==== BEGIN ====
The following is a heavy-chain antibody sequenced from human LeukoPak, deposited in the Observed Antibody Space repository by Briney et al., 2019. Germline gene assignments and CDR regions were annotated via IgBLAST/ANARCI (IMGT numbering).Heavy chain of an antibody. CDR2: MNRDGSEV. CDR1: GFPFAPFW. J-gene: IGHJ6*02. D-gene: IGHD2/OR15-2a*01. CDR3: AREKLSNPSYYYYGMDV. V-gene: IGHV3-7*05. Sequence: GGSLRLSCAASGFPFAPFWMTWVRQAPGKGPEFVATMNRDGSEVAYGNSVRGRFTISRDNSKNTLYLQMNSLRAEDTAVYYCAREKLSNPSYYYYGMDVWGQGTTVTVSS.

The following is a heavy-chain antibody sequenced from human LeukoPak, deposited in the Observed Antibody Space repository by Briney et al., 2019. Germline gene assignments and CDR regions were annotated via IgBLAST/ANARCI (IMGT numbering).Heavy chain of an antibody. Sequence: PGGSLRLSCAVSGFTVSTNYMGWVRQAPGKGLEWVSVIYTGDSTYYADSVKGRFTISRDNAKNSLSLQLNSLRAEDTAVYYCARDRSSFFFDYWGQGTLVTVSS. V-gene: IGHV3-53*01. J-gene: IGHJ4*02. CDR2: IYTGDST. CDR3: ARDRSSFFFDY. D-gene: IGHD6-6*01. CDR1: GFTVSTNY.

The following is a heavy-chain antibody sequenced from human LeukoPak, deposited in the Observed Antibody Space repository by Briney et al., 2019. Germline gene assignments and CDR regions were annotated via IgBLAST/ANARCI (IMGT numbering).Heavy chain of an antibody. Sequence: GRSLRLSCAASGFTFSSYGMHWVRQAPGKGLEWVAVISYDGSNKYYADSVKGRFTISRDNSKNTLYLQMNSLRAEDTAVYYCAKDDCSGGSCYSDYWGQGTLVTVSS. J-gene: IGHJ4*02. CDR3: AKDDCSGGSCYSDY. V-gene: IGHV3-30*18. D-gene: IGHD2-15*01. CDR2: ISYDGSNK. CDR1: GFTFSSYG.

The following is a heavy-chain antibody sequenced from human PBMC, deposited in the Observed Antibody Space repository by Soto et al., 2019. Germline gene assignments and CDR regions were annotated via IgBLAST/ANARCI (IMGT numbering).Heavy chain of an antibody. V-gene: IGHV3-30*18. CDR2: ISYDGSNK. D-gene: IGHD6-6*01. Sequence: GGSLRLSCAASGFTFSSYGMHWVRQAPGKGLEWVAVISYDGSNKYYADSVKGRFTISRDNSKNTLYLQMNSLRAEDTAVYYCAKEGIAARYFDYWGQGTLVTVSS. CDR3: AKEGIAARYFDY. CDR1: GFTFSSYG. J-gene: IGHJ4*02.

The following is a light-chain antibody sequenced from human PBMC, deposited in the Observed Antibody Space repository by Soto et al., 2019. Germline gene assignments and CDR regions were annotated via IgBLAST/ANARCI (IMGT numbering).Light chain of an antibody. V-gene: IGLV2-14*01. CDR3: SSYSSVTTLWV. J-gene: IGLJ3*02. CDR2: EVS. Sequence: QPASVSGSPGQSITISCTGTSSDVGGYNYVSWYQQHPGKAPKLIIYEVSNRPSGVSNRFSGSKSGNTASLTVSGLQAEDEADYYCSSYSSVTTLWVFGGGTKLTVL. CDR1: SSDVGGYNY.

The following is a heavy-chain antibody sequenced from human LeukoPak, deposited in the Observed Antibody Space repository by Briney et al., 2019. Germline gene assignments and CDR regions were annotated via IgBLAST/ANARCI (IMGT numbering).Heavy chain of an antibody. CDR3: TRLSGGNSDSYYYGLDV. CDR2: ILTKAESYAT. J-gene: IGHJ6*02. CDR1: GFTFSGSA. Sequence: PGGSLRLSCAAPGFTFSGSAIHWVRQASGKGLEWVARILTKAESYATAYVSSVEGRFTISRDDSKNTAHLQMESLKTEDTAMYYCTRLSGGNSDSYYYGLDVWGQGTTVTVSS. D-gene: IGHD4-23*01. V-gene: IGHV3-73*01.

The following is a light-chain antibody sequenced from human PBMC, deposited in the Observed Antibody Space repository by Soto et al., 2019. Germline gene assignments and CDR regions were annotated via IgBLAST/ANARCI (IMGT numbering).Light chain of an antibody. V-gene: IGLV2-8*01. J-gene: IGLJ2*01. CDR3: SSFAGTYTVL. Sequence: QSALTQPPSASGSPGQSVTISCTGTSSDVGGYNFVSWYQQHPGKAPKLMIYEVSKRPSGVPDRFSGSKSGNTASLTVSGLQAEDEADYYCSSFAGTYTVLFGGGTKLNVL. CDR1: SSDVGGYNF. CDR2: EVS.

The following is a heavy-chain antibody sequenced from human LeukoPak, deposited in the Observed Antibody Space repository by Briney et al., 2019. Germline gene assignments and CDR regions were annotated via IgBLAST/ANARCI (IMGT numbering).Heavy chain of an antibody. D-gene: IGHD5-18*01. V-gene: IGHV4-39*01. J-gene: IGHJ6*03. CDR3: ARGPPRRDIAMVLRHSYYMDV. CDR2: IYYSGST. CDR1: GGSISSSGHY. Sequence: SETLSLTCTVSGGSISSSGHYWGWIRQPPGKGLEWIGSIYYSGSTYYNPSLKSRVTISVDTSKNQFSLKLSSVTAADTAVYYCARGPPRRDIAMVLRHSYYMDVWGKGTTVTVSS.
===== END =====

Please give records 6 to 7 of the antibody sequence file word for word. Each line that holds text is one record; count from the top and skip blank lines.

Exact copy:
The following is a heavy-chain antibody sequenced from human LeukoPak, deposited in the Observed Antibody Space repository by Briney et al., 2019. Germline gene assignments and CDR regions were annotated via IgBLAST/ANARCI (IMGT numbering).Heavy chain of an antibody. CDR3: TRLSGGNSDSYYYGLDV. CDR2: ILTKAESYAT. J-gene: IGHJ6*02. CDR1: GFTFSGSA. Sequence: PGGSLRLSCAAPGFTFSGSAIHWVRQASGKGLEWVARILTKAESYATAYVSSVEGRFTISRDDSKNTAHLQMESLKTEDTAMYYCTRLSGGNSDSYYYGLDVWGQGTTVTVSS. D-gene: IGHD4-23*01. V-gene: IGHV3-73*01.

The following is a light-chain antibody sequenced from human PBMC, deposited in the Observed Antibody Space repository by Soto et al., 2019. Germline gene assignments and CDR regions were annotated via IgBLAST/ANARCI (IMGT numbering).Light chain of an antibody. V-gene: IGLV2-8*01. J-gene: IGLJ2*01. CDR3: SSFAGTYTVL. Sequence: QSALTQPPSASGSPGQSVTISCTGTSSDVGGYNFVSWYQQHPGKAPKLMIYEVSKRPSGVPDRFSGSKSGNTASLTVSGLQAEDEADYYCSSFAGTYTVLFGGGTKLNVL. CDR1: SSDVGGYNF. CDR2: EVS.